On November 9, UK regulator Ofgem reported securing £7 million from E.ON as the supplier had failed in its duty to supply relevant business customers through advanced electricity meters by the April 2014 deadline.
This was widely reported in the popular press, and in some energy press, as a ‘fine’. In fact the fine was just a token £2 and the balance £6,999,998 was a redress, which is not the same thing, even though involving a substantial payout from the company’s coffers. A ‘fine’ is money paid directly to the British Treasury, whereas a ‘redress’ is a payment arranged between the company and Ofgem that is made towards actions to directly benefit consumers.
E.ON redress to support business energy saving
In this case E.ON’s (almost) £7 million redress payment goes to the Carbon Trust, which will use it to fund a two-year programme of delivery of energy saving audits, energy savings advice and installation of energy efficiency measures for small and medium sized businesses across the country.
The reason: since the advanced meter rollout scheme for medium and larger businesses began in 2009 E.ON had installed advanced meters for only 64.4% of its approximately 20,000 qualifying customers. According to Ofgem, E.ON was unable to demonstrate that it took all reasonable steps to fulfil the required meter rollout. The supplier had also gained financially by avoiding the costs of installing and operating the new meters.
Advanced meter investigations continue
Ofgem continues that since April 2014, E.ON has made some further progress but if it fails to meet an (unspecified) interim target within the next year, it will have to pay a further £7 million in redress. And if still not compliant after a further six months, the company may face a sales ban preventing it from taking on new business customers until able to supply them through an advanced meter.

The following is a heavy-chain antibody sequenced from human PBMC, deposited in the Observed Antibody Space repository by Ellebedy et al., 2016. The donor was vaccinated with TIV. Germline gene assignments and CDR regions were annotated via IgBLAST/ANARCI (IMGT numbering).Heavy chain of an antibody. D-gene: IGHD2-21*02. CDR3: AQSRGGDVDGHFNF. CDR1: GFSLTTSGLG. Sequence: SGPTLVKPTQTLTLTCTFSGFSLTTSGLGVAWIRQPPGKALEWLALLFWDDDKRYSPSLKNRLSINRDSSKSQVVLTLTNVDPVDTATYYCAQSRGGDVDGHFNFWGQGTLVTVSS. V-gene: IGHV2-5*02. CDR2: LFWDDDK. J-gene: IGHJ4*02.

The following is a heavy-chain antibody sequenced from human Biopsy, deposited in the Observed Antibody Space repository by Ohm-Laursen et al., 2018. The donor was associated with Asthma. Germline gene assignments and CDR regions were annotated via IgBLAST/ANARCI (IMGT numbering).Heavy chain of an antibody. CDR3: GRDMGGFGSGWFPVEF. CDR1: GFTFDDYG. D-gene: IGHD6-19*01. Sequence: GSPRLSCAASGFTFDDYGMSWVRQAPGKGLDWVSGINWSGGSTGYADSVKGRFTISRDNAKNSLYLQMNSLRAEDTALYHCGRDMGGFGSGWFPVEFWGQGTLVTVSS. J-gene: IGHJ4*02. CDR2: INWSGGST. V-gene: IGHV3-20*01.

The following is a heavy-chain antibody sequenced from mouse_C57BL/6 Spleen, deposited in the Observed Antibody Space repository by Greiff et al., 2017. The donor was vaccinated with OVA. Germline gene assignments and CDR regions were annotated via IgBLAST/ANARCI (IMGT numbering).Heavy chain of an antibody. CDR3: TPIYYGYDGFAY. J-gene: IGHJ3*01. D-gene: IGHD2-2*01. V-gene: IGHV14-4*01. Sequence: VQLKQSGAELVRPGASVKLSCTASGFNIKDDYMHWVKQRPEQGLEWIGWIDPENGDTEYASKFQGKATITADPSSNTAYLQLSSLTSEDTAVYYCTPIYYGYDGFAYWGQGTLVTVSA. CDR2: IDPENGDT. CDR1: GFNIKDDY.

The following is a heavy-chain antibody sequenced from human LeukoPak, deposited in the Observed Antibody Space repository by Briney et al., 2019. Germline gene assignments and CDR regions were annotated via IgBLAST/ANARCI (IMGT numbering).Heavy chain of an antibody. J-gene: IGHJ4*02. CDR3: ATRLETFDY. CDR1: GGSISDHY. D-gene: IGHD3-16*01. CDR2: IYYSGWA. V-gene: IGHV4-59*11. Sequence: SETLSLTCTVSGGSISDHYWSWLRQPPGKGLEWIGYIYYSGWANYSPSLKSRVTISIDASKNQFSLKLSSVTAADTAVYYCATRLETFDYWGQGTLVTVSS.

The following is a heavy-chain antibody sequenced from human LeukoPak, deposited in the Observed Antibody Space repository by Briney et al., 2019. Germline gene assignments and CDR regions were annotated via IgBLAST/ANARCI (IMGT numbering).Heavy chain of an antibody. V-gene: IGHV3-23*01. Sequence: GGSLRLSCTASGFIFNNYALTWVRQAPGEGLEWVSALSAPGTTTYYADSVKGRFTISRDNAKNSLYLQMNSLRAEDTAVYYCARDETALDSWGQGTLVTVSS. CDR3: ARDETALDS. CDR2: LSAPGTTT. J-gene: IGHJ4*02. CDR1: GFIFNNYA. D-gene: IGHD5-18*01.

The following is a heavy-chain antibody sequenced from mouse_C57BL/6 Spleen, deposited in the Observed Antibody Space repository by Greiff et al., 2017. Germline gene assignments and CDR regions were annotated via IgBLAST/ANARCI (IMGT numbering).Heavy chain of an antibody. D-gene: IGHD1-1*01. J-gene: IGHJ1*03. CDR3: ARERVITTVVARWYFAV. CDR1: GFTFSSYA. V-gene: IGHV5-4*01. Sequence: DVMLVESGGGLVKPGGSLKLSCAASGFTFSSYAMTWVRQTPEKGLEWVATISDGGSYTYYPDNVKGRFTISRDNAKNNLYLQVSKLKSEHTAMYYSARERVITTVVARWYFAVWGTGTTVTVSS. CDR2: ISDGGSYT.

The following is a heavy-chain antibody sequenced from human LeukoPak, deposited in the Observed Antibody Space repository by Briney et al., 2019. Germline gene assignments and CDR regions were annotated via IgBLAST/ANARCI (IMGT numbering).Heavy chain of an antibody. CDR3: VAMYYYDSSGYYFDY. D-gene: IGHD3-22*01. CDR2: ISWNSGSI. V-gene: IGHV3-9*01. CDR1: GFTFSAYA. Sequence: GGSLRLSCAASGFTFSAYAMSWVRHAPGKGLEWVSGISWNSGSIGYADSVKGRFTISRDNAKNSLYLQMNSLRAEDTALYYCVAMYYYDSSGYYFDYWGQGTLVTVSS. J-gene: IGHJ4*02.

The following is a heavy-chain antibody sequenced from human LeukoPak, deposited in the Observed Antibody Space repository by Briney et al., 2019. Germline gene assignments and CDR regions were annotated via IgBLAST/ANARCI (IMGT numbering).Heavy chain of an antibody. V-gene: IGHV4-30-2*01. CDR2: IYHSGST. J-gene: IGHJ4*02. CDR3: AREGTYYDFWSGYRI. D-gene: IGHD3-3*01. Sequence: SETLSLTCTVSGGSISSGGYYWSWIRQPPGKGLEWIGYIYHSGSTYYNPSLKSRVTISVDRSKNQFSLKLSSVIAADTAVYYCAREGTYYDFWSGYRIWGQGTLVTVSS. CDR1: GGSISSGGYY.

The missed rollout deadlines of other suppliers, particularly British Gas and npower, are also still under investigation. Ofgem’s figures are that by April 2014 the rollout was 75% complete for electricity and 86% complete for gas, out of a total 155,000 electricity meters and 28,000 gas meters to be upgraded or replaced.
Fines and redresses – gains and losses
A perusal of Ofgem data shows that fines and redresses against energy suppliers in UK are a lucrative source of money. Since 2010 to date fines have totaled over £52.1 million and redresses almost £124.5 million.
Conversely they are a loss to the companies and ultimately their customers. For example E.ON is no stranger to such penalties: In May this year E.ON paid a £7.75 million redress (and £1 fine) for tariff breaches. In July 2014 the supplier paid a £12 million redress (and £1 fine) for mis-selling. Other penalties in 2013 and 2012 totalled £4.7 million.
British Gas is also a payer of significant penalties with fines totaling £3.3 million and redresses totaling £25.3 million since 2010 (respectively £4.3 million and £30.4 million if British Gas Business is also included). However, the largest single penalty in this period was to Drax, with a £5 million fine and £23 million in redress for failing to meet carbon emission reduction obligations by promoting qualifying actions to domestic energy users.
Missed deadlines are one of the more common reasons for penalties from Ofgem. Others include misreporting, switching practices, incorrect billing and complaints handling - ultimately all relating to common business practices. While the redress penalties do benefit the energy sector rather than being absorbed into general funds, which is the goal of Ofgem to reach such agreements, nevertheless that they are being paid should be of concern not only to the suppliers but also to the customers whose energy payments fund them.